2.4. Gynecology

Gels have been used for handling PRP surgical wounds in various major surgeries, with positive effects on aspects like reduction in postoperative pain with less conventional analgesic requirement. In a case-control study, application of recombinant PDGF gels in dehiscence abdominal surgery, showed a significantly shorter closure, compared to controls, no significant side effects [24, 25].

Furthermore the PRP has been used in vitro as “plug” in the management of premature rupture of fetal membranes, watertight sealing of defects in biological membranes [26].

However it has not been informed of the effect of PRP in areas such as infection or trans and postoperative bleeding.

2.5. Cardiovascular surgery

While it has been used to promote healing of cardiovascular surgical wounds, especially at the sternal level, but also in wounds caused by peripheral vascular access, several studies have shown that the topical application of PRP decreases the frequency of chest infection, improves hemostasis, postoperative pain, the amount of wound drainage and even decreases the days of postoperative hospital stay. Although studies have not shown a significant effect on the management of these [21, 27].

2.6. Plastic surgery

In a case series, we observed that the application of a skin flap on a surgical bed which was previously applied PRP, qualitatively reduced the volume of capillary bleeding from the surgical bed, decreased need for drainage or compression bandages, as well as a reduction in postoperative pain [28].

On the other hand there are few studies strongly demonstrating the usefulness of PRP in the management of burns. Experimental studies have shown that applying a gel burns PRP stimulates an intense inflammatory response, with a significant increase of extracellular matrix proteins, fibroblast proliferation, collagen and granulation tissue. However it has not documented a real acceleration epithelialization of wounds. On the other hand, a study that applied the subconjunctival injection of PRP in 10 patients with ocular burns showed a significantly faster epithelialization of the cornea and the conjunctiva [26]. Another study that addressed the use of PRP gel for wound management including friction burns demonstrated a significant improvement in its use [27]. Until now, there are no other studies that support the utility of PRP in burns. However, due to the good experimental results, there is a theoretical possibility that due to the reported increase in inflammatory action this could stimulate the formation of hypertrophic scarring in superficial burns and in deeper burns [27].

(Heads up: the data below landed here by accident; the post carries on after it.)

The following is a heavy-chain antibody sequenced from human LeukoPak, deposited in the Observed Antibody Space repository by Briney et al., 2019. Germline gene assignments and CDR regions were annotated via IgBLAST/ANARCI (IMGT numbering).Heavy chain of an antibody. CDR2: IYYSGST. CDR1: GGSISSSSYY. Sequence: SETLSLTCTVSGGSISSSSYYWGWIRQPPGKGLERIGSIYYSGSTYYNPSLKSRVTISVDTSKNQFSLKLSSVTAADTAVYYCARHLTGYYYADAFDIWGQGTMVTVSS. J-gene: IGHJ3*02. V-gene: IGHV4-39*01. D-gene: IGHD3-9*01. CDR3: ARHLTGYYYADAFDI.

Therefore there is still no strong scientific evidence to recommend the PRP in the management of burns. There are variables such as type of scarring, burn extent, thickness thereof, time of application or rate of infection that still require more in-depth study [37].

2.7. General surgery

It has been postulated that the use of PRP as rich fibrin glue for placing meshes in correcting inguinal hernias material improves tolerance, postoperative pain, decreasing the amount of suture material for fixing the same, however even better designed studies are needed to refine this clinical application [31].